A recent study in Nature Cities found that urban agriculture has a carbon footprint significantly higher than that of traditional agriculture. On average, urban agriculture’s carbon footprint was six times larger per serving of food than conventional methods—0.42 kg CO2e versus 0.07 kg CO2e.
But according to the study’s authors, including CUNY SPH Associate Professor Nevin Cohen and CUNY Urban Food Policy Institute Director of Policy Rositsa Ilieva, there are steps urban farmers can take to make their projects less carbon intensive.
The study measured the lifecycle of urban agriculture infrastructure and activities in 73 sites in five countries, from individual gardens to large-scale urban farms. The greenhouse gas emissions from the urban sites were compared to conventional farming methods.
The results suggest that most of the carbon impact of urban farms comes from physical infrastructure like raised beds and fencing and other material inputs. To make urban agriculture more carbon-efficient, the sites and their infrastructure need to have longer lifespans. The material used to build farms and keep them running should be recycled and reused.
This is the first large-scale study that accounts for how most crops are grown in urban settings, with previous research focusing mostly on high-tech, energy-intensive methods like rooftop greenhouses and vertical farms as opposed to more traditional farming techniques like growing crops on open-air plots.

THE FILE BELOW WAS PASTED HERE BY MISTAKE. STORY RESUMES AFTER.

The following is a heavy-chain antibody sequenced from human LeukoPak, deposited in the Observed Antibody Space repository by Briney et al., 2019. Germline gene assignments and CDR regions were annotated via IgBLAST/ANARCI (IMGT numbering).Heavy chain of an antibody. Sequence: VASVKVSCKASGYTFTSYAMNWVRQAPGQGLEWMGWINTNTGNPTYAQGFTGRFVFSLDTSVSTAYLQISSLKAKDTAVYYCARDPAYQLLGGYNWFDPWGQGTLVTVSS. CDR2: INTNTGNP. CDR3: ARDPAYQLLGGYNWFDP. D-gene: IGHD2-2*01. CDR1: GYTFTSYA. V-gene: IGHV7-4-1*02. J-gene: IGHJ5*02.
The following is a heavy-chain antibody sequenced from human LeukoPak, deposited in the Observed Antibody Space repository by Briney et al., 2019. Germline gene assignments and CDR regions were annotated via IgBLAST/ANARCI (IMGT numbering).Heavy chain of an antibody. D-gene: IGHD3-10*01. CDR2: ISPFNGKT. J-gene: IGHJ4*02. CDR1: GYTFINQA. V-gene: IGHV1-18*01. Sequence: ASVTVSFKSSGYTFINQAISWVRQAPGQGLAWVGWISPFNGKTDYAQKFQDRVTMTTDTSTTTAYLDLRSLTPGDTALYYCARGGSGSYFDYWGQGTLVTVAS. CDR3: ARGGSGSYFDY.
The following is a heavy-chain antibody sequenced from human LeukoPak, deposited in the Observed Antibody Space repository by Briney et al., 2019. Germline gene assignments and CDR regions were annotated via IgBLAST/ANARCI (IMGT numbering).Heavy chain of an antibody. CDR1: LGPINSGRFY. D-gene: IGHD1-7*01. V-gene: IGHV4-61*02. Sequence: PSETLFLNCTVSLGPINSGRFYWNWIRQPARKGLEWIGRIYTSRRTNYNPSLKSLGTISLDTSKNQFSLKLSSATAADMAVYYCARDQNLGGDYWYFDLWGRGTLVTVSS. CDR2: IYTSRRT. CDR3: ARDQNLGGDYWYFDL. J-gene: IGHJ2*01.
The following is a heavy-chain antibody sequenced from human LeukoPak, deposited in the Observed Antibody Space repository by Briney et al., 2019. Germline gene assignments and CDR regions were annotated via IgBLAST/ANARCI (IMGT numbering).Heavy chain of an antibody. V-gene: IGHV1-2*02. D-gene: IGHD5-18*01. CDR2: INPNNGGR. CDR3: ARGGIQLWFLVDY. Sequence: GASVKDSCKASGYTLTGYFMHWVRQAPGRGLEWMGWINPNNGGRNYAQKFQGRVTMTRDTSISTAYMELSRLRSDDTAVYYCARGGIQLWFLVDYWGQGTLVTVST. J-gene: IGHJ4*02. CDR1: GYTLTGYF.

“Our findings are not a critique of urban agriculture, but instead indicate opportunities to make urban farms and gardens more efficient,” Dr. Cohen noted. “Urban farms and gardens are critical assets because they provide tremendous co-benefits, from improved health and wellbeing to spaces for people to socialize. They grow fresh healthy produce, cool our streets, and are spaces for kids to learn and have fun. But to have a smaller carbon footprint, cities need to ensure long-term tenure, and support a circular urban farm economy through programs like municipal composting and rainwater capture for irrigation.”
“As mayors, urban policymakers, and city planners seek to institutionalize urban farming into mainstream urban policy and develop comprehensive urban agriculture plans, it is key that we gain a deeper and holistic understanding of urban farming and its interconnected social and environmental dimensions,” says Dr. Ilieva.Source : cuny.edu